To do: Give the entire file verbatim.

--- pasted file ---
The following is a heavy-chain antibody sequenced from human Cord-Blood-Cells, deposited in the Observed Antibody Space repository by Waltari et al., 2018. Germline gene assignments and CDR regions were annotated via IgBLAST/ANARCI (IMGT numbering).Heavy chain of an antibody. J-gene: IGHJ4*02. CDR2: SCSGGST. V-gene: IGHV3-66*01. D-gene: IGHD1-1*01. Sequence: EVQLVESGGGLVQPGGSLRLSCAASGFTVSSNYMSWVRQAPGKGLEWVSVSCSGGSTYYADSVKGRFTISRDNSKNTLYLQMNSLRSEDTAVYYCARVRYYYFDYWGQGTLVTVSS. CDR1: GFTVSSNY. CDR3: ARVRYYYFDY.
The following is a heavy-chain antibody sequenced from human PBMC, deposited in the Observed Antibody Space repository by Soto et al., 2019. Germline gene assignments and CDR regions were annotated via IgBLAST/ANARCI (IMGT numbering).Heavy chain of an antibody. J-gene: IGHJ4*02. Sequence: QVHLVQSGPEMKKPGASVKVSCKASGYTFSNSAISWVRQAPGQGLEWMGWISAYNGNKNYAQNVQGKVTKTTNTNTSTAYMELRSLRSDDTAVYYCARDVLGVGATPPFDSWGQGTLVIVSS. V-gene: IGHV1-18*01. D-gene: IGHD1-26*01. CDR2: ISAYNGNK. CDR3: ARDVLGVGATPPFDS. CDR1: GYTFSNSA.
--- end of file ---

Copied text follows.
The following is a heavy-chain antibody sequenced from human Cord-Blood-Cells, deposited in the Observed Antibody Space repository by Waltari et al., 2018. Germline gene assignments and CDR regions were annotated via IgBLAST/ANARCI (IMGT numbering).Heavy chain of an antibody. J-gene: IGHJ4*02. CDR2: SCSGGST. V-gene: IGHV3-66*01. D-gene: IGHD1-1*01. Sequence: EVQLVESGGGLVQPGGSLRLSCAASGFTVSSNYMSWVRQAPGKGLEWVSVSCSGGSTYYADSVKGRFTISRDNSKNTLYLQMNSLRSEDTAVYYCARVRYYYFDYWGQGTLVTVSS. CDR1: GFTVSSNY. CDR3: ARVRYYYFDY.
The following is a heavy-chain antibody sequenced from human PBMC, deposited in the Observed Antibody Space repository by Soto et al., 2019. Germline gene assignments and CDR regions were annotated via IgBLAST/ANARCI (IMGT numbering).Heavy chain of an antibody. J-gene: IGHJ4*02. Sequence: QVHLVQSGPEMKKPGASVKVSCKASGYTFSNSAISWVRQAPGQGLEWMGWISAYNGNKNYAQNVQGKVTKTTNTNTSTAYMELRSLRSDDTAVYYCARDVLGVGATPPFDSWGQGTLVIVSS. V-gene: IGHV1-18*01. D-gene: IGHD1-26*01. CDR2: ISAYNGNK. CDR3: ARDVLGVGATPPFDS. CDR1: GYTFSNSA.